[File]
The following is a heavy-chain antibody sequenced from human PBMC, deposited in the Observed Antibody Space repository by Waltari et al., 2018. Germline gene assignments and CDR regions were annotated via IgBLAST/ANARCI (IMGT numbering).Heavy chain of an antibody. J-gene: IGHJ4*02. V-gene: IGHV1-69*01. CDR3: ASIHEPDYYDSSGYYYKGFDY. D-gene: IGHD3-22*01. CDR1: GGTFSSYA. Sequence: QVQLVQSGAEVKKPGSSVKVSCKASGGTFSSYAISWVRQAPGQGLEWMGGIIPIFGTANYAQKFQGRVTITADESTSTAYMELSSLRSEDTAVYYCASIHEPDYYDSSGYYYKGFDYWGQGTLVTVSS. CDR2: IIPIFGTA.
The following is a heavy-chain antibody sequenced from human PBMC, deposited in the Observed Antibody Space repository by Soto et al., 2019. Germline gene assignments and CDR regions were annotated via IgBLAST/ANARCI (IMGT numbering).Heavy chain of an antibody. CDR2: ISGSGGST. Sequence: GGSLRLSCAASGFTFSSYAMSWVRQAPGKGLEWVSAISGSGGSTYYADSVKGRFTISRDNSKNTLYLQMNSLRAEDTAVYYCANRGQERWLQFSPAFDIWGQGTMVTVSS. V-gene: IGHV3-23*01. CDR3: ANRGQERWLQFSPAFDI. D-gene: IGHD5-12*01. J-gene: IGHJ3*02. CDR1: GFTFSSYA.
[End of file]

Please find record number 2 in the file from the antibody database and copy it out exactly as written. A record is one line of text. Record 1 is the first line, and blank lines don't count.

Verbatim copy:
The following is a heavy-chain antibody sequenced from human PBMC, deposited in the Observed Antibody Space repository by Soto et al., 2019. Germline gene assignments and CDR regions were annotated via IgBLAST/ANARCI (IMGT numbering).Heavy chain of an antibody. CDR2: ISGSGGST. Sequence: GGSLRLSCAASGFTFSSYAMSWVRQAPGKGLEWVSAISGSGGSTYYADSVKGRFTISRDNSKNTLYLQMNSLRAEDTAVYYCANRGQERWLQFSPAFDIWGQGTMVTVSS. V-gene: IGHV3-23*01. CDR3: ANRGQERWLQFSPAFDI. D-gene: IGHD5-12*01. J-gene: IGHJ3*02. CDR1: GFTFSSYA.